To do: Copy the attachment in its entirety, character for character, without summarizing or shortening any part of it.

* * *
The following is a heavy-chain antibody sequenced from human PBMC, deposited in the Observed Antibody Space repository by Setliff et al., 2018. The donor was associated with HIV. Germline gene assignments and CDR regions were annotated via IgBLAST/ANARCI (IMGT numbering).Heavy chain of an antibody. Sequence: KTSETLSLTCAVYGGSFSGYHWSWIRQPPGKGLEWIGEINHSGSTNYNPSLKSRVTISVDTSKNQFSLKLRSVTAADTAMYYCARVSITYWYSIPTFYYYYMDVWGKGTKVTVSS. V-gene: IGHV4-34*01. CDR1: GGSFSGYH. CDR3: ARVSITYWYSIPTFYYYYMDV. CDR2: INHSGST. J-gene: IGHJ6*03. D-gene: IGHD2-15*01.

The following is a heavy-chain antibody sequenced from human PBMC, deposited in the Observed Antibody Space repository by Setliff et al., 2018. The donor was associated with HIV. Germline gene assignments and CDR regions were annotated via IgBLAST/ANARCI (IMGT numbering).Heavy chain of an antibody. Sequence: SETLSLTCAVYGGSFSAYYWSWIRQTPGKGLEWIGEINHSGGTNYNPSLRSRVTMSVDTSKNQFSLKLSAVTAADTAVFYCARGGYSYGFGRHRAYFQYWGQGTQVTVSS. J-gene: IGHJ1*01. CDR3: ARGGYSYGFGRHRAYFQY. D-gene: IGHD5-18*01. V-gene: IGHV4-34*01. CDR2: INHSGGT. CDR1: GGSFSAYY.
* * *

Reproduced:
The following is a heavy-chain antibody sequenced from human PBMC, deposited in the Observed Antibody Space repository by Setliff et al., 2018. The donor was associated with HIV. Germline gene assignments and CDR regions were annotated via IgBLAST/ANARCI (IMGT numbering).Heavy chain of an antibody. Sequence: KTSETLSLTCAVYGGSFSGYHWSWIRQPPGKGLEWIGEINHSGSTNYNPSLKSRVTISVDTSKNQFSLKLRSVTAADTAMYYCARVSITYWYSIPTFYYYYMDVWGKGTKVTVSS. V-gene: IGHV4-34*01. CDR1: GGSFSGYH. CDR3: ARVSITYWYSIPTFYYYYMDV. CDR2: INHSGST. J-gene: IGHJ6*03. D-gene: IGHD2-15*01.

The following is a heavy-chain antibody sequenced from human PBMC, deposited in the Observed Antibody Space repository by Setliff et al., 2018. The donor was associated with HIV. Germline gene assignments and CDR regions were annotated via IgBLAST/ANARCI (IMGT numbering).Heavy chain of an antibody. Sequence: SETLSLTCAVYGGSFSAYYWSWIRQTPGKGLEWIGEINHSGGTNYNPSLRSRVTMSVDTSKNQFSLKLSAVTAADTAVFYCARGGYSYGFGRHRAYFQYWGQGTQVTVSS. J-gene: IGHJ1*01. CDR3: ARGGYSYGFGRHRAYFQY. D-gene: IGHD5-18*01. V-gene: IGHV4-34*01. CDR2: INHSGGT. CDR1: GGSFSAYY.